Wednesday, November 25, 2009

Flimflam inoculation:

Many of the podcasts I listen to spend time going over some of the common errors in logic that confuse people into believing something silly. I'd love to put together a talk some day on how to detect these logical fallacies, and go on tour spreading the skeptical gospel.

Here is one installment.

Correlation is not Causation

This has a fancy name: "post hoc ergo propter hoc", meaning literally "after this, therefore because of this". OK, I've had my Latin fix for the day.

Consider this common example. Evidence suggests that children with larger feet are better readers. Shocking, isn't it?! Well, not really, when you consider that kids in grade 1 tend to have smaller feet than kids in grade 5. But it's human nature to interpret the statement as meaning either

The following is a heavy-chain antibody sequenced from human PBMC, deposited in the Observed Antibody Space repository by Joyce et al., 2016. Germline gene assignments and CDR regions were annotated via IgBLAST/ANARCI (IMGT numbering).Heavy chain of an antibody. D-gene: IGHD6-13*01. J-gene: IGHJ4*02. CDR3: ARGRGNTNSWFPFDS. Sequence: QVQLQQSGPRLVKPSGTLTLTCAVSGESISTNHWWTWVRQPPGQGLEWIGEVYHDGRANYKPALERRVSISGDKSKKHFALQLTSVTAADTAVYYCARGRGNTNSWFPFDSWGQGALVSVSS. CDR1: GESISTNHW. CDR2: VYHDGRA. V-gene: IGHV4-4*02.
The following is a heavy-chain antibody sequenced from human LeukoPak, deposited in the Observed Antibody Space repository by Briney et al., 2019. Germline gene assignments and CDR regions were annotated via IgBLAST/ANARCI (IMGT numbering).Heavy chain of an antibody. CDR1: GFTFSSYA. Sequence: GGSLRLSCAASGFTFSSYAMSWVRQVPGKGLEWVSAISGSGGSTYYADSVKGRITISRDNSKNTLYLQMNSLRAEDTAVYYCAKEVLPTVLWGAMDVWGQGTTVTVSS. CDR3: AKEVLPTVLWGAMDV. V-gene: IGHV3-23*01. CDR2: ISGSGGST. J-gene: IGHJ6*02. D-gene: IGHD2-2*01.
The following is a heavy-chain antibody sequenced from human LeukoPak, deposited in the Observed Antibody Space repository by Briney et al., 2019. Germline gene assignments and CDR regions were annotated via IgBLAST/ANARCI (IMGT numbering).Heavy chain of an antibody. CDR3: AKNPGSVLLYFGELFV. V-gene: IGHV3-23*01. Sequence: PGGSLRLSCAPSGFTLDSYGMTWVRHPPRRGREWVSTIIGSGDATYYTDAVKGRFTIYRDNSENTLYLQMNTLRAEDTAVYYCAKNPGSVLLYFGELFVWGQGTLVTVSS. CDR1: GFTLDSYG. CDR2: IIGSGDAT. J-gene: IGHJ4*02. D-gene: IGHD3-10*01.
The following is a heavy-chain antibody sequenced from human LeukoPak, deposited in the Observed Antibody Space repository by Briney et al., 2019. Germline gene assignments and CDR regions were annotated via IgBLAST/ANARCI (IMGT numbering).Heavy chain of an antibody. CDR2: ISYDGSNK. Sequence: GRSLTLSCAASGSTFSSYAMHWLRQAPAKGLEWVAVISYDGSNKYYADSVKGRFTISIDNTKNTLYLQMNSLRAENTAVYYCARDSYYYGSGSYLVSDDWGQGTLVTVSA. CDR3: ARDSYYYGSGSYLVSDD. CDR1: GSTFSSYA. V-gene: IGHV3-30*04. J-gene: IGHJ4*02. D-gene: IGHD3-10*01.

1. shoe size somehow affects how well kids read, or
  2. reading ability affects how quickly feet grow.
The fact is that neither is true. The two things just happen to be influenced by a common factor, age! The only thing the data tells us is that reading and shoe size are correlated... it doesn't tell us which caused which. In this case, neither.

Another infuriating example: When someone says, "I went to the chiropractor, and my back felt better within a week", it does not prove that the chiropractor caused their back to get better.

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